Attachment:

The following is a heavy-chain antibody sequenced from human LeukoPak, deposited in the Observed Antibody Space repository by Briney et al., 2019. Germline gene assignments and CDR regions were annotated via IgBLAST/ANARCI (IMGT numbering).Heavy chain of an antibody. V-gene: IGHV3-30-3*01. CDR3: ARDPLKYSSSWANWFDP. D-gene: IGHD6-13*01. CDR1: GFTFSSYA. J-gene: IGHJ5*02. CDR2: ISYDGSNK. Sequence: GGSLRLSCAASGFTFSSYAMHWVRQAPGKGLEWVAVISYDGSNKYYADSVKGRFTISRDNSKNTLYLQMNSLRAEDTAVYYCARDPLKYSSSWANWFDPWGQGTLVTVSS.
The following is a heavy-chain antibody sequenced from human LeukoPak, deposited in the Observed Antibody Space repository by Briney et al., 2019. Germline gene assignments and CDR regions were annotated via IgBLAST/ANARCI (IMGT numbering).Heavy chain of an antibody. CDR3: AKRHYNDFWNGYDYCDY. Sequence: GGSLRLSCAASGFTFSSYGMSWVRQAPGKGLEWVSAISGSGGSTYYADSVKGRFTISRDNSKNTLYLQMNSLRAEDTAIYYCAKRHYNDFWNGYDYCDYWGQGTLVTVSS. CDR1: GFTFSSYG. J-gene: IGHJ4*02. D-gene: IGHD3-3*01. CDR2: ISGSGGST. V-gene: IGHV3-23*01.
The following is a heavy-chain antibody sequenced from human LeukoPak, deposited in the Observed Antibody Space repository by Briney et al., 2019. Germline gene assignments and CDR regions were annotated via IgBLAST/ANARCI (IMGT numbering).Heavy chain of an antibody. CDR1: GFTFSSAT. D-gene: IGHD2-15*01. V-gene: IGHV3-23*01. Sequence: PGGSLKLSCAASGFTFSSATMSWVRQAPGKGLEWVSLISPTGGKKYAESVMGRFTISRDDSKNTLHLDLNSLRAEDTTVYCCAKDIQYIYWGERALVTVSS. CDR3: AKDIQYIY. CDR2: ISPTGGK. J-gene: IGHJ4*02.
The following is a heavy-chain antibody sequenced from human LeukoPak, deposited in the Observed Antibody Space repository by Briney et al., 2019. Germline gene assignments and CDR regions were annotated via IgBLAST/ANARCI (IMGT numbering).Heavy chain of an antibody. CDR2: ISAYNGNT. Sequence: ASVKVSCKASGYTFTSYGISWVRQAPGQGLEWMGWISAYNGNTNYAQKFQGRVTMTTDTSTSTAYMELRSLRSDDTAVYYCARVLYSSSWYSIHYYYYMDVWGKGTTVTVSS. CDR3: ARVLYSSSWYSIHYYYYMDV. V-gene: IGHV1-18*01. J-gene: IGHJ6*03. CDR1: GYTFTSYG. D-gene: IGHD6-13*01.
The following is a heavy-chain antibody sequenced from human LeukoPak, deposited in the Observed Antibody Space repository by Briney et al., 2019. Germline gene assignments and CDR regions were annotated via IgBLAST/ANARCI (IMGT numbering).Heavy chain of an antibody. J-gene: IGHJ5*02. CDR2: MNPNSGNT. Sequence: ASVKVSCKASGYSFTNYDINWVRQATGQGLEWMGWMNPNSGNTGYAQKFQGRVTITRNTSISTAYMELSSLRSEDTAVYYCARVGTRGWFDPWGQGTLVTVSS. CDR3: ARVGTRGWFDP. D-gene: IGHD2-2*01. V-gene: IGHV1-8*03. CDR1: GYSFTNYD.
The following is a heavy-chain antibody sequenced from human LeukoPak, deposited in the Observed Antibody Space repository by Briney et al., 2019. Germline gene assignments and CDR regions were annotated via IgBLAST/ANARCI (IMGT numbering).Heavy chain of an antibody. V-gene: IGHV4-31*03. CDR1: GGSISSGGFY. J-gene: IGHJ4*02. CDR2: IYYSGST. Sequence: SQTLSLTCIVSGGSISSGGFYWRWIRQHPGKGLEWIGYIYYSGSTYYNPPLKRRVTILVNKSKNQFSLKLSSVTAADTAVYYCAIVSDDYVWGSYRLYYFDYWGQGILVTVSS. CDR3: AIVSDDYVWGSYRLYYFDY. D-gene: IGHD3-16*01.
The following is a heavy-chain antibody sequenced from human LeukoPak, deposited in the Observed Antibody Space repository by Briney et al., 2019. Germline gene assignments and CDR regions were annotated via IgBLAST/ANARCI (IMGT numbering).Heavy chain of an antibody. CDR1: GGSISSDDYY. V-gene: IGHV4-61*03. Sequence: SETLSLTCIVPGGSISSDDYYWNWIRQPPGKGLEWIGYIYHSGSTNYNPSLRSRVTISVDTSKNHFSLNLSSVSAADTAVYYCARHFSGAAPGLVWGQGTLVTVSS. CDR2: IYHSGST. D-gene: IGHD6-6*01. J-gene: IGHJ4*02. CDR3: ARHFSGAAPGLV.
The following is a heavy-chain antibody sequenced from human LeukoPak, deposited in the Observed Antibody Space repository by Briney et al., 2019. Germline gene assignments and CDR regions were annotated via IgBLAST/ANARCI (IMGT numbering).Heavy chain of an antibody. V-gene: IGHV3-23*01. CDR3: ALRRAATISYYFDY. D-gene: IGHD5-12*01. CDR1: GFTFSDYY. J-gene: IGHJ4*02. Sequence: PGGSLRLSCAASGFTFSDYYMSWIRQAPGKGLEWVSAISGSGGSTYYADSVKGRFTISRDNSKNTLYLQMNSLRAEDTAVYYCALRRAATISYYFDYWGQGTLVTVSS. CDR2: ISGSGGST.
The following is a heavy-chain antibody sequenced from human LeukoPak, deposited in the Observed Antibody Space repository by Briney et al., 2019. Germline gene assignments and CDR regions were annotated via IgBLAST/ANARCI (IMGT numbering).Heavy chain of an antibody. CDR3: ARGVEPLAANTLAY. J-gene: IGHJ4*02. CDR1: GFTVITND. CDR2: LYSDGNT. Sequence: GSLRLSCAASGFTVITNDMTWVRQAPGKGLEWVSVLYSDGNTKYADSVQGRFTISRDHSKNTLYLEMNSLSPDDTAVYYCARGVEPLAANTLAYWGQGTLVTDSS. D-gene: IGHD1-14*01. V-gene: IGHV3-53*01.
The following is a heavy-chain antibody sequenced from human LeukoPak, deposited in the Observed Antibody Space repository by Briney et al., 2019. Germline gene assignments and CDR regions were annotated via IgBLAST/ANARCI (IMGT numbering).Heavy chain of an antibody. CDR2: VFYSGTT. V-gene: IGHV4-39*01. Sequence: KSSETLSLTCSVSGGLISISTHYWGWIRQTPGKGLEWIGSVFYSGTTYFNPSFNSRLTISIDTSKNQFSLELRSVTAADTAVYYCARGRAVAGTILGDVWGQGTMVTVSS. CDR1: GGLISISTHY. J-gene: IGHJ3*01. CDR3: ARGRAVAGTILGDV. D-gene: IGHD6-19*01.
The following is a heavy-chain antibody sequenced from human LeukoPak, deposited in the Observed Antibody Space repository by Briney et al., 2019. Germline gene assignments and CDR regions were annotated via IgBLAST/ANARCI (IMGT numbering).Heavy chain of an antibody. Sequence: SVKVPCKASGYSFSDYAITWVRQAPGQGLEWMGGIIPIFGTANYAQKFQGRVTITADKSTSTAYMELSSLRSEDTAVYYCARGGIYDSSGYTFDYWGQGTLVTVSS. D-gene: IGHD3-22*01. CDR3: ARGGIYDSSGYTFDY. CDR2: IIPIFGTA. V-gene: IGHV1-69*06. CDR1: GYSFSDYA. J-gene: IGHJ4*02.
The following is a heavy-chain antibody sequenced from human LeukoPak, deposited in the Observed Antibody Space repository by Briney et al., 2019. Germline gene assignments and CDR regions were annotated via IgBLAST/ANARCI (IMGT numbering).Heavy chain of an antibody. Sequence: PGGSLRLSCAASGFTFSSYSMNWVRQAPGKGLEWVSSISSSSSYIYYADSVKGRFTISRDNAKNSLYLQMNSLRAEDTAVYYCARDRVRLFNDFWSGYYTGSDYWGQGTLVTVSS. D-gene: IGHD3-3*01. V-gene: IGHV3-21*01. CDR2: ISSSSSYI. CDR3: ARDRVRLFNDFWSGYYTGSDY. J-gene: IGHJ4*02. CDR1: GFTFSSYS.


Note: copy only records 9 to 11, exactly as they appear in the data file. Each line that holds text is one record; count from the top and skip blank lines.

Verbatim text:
The following is a heavy-chain antibody sequenced from human LeukoPak, deposited in the Observed Antibody Space repository by Briney et al., 2019. Germline gene assignments and CDR regions were annotated via IgBLAST/ANARCI (IMGT numbering).Heavy chain of an antibody. CDR3: ARGVEPLAANTLAY. J-gene: IGHJ4*02. CDR1: GFTVITND. CDR2: LYSDGNT. Sequence: GSLRLSCAASGFTVITNDMTWVRQAPGKGLEWVSVLYSDGNTKYADSVQGRFTISRDHSKNTLYLEMNSLSPDDTAVYYCARGVEPLAANTLAYWGQGTLVTDSS. D-gene: IGHD1-14*01. V-gene: IGHV3-53*01.
The following is a heavy-chain antibody sequenced from human LeukoPak, deposited in the Observed Antibody Space repository by Briney et al., 2019. Germline gene assignments and CDR regions were annotated via IgBLAST/ANARCI (IMGT numbering).Heavy chain of an antibody. CDR2: VFYSGTT. V-gene: IGHV4-39*01. Sequence: KSSETLSLTCSVSGGLISISTHYWGWIRQTPGKGLEWIGSVFYSGTTYFNPSFNSRLTISIDTSKNQFSLELRSVTAADTAVYYCARGRAVAGTILGDVWGQGTMVTVSS. CDR1: GGLISISTHY. J-gene: IGHJ3*01. CDR3: ARGRAVAGTILGDV. D-gene: IGHD6-19*01.
The following is a heavy-chain antibody sequenced from human LeukoPak, deposited in the Observed Antibody Space repository by Briney et al., 2019. Germline gene assignments and CDR regions were annotated via IgBLAST/ANARCI (IMGT numbering).Heavy chain of an antibody. Sequence: SVKVPCKASGYSFSDYAITWVRQAPGQGLEWMGGIIPIFGTANYAQKFQGRVTITADKSTSTAYMELSSLRSEDTAVYYCARGGIYDSSGYTFDYWGQGTLVTVSS. D-gene: IGHD3-22*01. CDR3: ARGGIYDSSGYTFDY. CDR2: IIPIFGTA. V-gene: IGHV1-69*06. CDR1: GYSFSDYA. J-gene: IGHJ4*02.